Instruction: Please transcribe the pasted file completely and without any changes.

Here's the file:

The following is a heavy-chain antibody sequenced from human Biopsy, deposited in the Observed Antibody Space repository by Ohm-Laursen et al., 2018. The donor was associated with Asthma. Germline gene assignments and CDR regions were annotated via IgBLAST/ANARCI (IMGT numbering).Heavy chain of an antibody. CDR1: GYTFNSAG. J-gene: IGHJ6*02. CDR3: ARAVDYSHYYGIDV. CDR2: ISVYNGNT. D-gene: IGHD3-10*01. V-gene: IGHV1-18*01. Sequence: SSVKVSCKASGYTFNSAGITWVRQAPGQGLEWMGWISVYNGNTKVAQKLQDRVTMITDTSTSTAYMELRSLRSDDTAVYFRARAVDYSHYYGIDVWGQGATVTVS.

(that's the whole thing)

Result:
The following is a heavy-chain antibody sequenced from human Biopsy, deposited in the Observed Antibody Space repository by Ohm-Laursen et al., 2018. The donor was associated with Asthma. Germline gene assignments and CDR regions were annotated via IgBLAST/ANARCI (IMGT numbering).Heavy chain of an antibody. CDR1: GYTFNSAG. J-gene: IGHJ6*02. CDR3: ARAVDYSHYYGIDV. CDR2: ISVYNGNT. D-gene: IGHD3-10*01. V-gene: IGHV1-18*01. Sequence: SSVKVSCKASGYTFNSAGITWVRQAPGQGLEWMGWISVYNGNTKVAQKLQDRVTMITDTSTSTAYMELRSLRSDDTAVYFRARAVDYSHYYGIDVWGQGATVTVS.